It’s no secret that our society has long valued left brain thinking over right brain thinking. Up until now, it’s left brain thinking that has more or less paid the bills for a lot of us for the last few years, and was definitely taught to us within most education systems. Prioritizing analytical thinking skills at the expense of creative thinking, while well enough intentioned, has proven to be more of a disservice to society than anything else.
To clarify, left brain thinking is the common reference to most logical, calculated forms of reasoning. Things like mathematics, the sciences, and deduction occur in this hemisphere of the brain, and are thus given the highest esteem when they translate into business practice. Generally, the types who are born or successfully work to develop an acute ability to exercise this hemisphere are the ones who go on to illustrious careers in traditional career fields. Doctors, lawyers, engineers, etc are the ones that most often come to mind.
By contrast, right brain thinking – as you might have used your left brain to figure out – is responsible for the abstract, creative, “out-there” kind of thinking that characterizes us musicians, artists, theatrical types, poets and writers, and the like. Those of us who long ago expressed a logically inexpressible need to try to do something impossible to recreate to the T, those of us were discouraged from pursuing what we loved because “it would never pay the bills”, and those of us who may have listened or didn’t.
Now, was that counsel misguided and untrue? No. At least, for the most part.
The streets are full of brilliant cellists, guitarists, songwriters, artists, actresses, writers who just knew they would be the exception. The “starving artist” stereotype is in place for good reason, and largely because it’s true.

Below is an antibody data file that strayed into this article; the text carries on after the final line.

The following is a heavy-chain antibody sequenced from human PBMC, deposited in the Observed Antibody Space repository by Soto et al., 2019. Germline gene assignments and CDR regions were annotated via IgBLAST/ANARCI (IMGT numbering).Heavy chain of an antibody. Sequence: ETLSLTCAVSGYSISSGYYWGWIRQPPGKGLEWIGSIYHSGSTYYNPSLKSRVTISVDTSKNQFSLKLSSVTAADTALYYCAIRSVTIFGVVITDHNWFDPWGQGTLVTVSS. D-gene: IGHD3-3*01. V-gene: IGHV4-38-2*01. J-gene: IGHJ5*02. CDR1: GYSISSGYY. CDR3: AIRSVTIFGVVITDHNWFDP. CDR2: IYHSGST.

Ultimately, it’s not within the scope of this article to explain why left brain thinking is superior or inferior to right brain thinking or why you should develop one over the other for the purpose of greatest economic gain. That’s an argument best left to dedicated scientific types; a population I am far from part of. Personally, I see merit to logic and think we could a whole lot more of it. But all that is beside the point.
The trend in just about every phase of our society’s developmental architecture, where young people experience their most dynamic years of development are decidedly, ardently, and unarguably against developing right brain thinking.
Some would contest the validity of that statement, and the simple way to respond to that skepticism is examining the financials. Elementary schools, middle schools, high schools, even colleges are routinely cutting or completely eliminating budgets for art and music departments entirely. Seriously? If ever there was need for evidence of an imbalance, there you have it.
It’s also not within the scope of this article to get into the incongruencies within the education system as it applies to music and art, in spite of the juicy, compelling fact that there is now more money being pumped into our education system than at any point in (American) history. However, it is within the scope of this post is simply trying to break down the why? behind the paradigm shift and whether the new paradigm has merit.
Once upon a time, America was a thriving, envied contributor to both the global economy and a trendsetter for the rest of the world in all things cultural. What changed? We’ll ignore economics for now, although the two are surprisingly linked.
When it comes down to it, you can argue the politics/bureaucracy, the economics, the applicability, the real productivity of the arts for years. Indeed, the argument has been going on for some time and to no useful end. In a way, this article is just a continuation or extension of those arguments. Unfortunately, the issues discussed at board meetings high up in the schools’ food chains are missing the mark, for most part, by a long shot.
In fact, those discussions are an enormous waste of time because they have no regard for the nature of art.